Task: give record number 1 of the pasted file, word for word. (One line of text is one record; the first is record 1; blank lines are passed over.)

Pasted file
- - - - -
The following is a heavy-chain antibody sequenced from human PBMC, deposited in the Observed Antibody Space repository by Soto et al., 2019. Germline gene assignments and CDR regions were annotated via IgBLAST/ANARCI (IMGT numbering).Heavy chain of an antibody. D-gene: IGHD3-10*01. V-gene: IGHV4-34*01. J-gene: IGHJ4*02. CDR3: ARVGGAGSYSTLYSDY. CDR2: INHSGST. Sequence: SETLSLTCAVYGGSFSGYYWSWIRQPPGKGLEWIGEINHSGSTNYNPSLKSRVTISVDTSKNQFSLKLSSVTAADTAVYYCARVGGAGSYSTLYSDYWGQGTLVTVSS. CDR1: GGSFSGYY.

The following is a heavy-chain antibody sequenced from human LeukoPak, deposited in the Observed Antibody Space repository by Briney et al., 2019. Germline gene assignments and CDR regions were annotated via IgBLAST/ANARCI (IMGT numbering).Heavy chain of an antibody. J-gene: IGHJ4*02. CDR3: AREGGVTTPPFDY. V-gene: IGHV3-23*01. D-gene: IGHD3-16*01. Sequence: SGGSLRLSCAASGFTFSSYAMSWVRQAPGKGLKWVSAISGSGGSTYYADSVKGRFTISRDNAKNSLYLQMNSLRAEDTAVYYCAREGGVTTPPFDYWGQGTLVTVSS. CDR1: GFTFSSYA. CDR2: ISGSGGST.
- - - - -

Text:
The following is a heavy-chain antibody sequenced from human PBMC, deposited in the Observed Antibody Space repository by Soto et al., 2019. Germline gene assignments and CDR regions were annotated via IgBLAST/ANARCI (IMGT numbering).Heavy chain of an antibody. D-gene: IGHD3-10*01. V-gene: IGHV4-34*01. J-gene: IGHJ4*02. CDR3: ARVGGAGSYSTLYSDY. CDR2: INHSGST. Sequence: SETLSLTCAVYGGSFSGYYWSWIRQPPGKGLEWIGEINHSGSTNYNPSLKSRVTISVDTSKNQFSLKLSSVTAADTAVYYCARVGGAGSYSTLYSDYWGQGTLVTVSS. CDR1: GGSFSGYY.